The White Guy Bubble
I am a straight, white, cisgender* male. I was raised in communities that were largely — but not exclusively — white suburbs by parents who loved me. The public high school I attended was rated by the Department of Education as one of the top five in America. It offered electives like Archaeology and Classical Literature while also offering AP classes in virtually every subject. There was never any question about whether I was going to go to college, merely a question of where.
I say this to point out that I know what it’s like to have privilege.
In high school, ever year we’d have a day where all the teachers scrapped their regular lesson plans and had what I’ll call a Diversity Day because I can’t for the life of me remember what it was actually called. I remember one year, there was a panel discussion by the METCO kids. These were kids who were bused into the suburbs from the inner city because that’s how Massachusetts decided to deal with the school segregation problem. To get back on point, they described their daily routine which, of course, involved a commute from Boston out to my high school. If I remember correctly, it took about a 45 bus ride, plus whatever time they spent getting to and from the bus stop which, I assure you, was not up the street a block or so like mine. They could easily have two hours of commute a day.
What I took away from that was that if I had to get up that early, I would never be at school on time, ever. When I turned 18 and was able to write my own notes for being late, I proved myself right.
I was an angry little shit when I was in high school. I hadn’t yet grokked the notion that all the people around me were people with their own joys, sorrows, talents, and foibles. I knew it mind you, I just didn’t understand it.
We all have a tendency to like people like us. That’s where unintentional inherent biases come from, but there’s a similar thing that comes into play when we talk about bubbles. We assume that people are like we are, that they have the same kinds of troubles, the same kinds of successes, and the same kinds of foibles. That’s true, of course, but other people — other classes of people — also have troubles that we don’t.
It was easy for me to joke about the METCO kids’ commute because my commute consisted of a five minute walk and a ten minute bus ride.
It was easy of me to assume that women had a slightly worse time in the online world than I did. I got my share of hate and assumed women faced the same, plus a little extra because of sexism. Then I saw what some women get in their in boxes every day and I was appalled.
I was easy of me to assume that disabled people were able to do anything able-bodied people were. Hadn’t the first President Bush signed the Americans with Disabilities Act in 1990? Then I went to Philadelphia with the woman who became my wife and her wheelchair-bound mother. There I learned that cobblestones and wheelchairs really don’t mix and that sometimes a reasonable accommodation means having disabled folks come in the back door and eat alone in the basement. Yeah, I learned a little something about “separate but equal” that day.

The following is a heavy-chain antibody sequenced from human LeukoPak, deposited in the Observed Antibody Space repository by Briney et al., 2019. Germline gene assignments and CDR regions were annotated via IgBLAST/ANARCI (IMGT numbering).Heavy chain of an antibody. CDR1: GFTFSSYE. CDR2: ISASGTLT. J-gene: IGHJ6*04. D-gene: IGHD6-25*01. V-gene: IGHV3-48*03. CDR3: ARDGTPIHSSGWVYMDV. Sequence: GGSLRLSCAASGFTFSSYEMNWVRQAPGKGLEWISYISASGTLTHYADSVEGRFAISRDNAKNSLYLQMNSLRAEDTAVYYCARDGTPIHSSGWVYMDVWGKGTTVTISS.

It’s easy for me to assume that getting an ID to vote is easy because I have my birth certificate, social security card, and could drive to the DMV that’s only a half-hour away and open every weekday of every week. Oh, and it’s easy for me to assume that a little mismatch in documentation isn’t a problem because when the woman at the DMV said that the name on my birth certificate didn’t match the one on my Social Security card, I gave her my “You’ve Got To Be Fucking Kidding” face and she decided it didn’t matter.
It’s easy for me — and people like me — to assume that other people have the same ability to do stuff that we do but we need to stop because it’s stupid and wrong.
*I’m writing this in the Medium text editor and “cisgender” gets the red squiggly indicating a misspelled word. I right-click to check the suggested replacement, and it’s “transgender.” I had to laugh because, of course, we don’t need a word for “not trans” because “not trans” people are just called “normal.” Except that there isn’t anything abnormal about trans people. And don’t for a minute think that there isn’t a whole host of privilege behind my laughter. There is. I can laugh because I don’t have complete strangers call me a freak for no reason. I can laugh because I don’t have to fight for medical treatments that will make me look like something I’m so very not. I can laugh because even if I were trans, my mother would never even have considered suing me for transitioning without her permission. If you’re trans and this anecdote hurt, I’m sorry. I was laughing at the absurdity of the situation, not you and I relate the anecdote to point out how my privilege can manifest even in things as utterly inconsequential as text editors.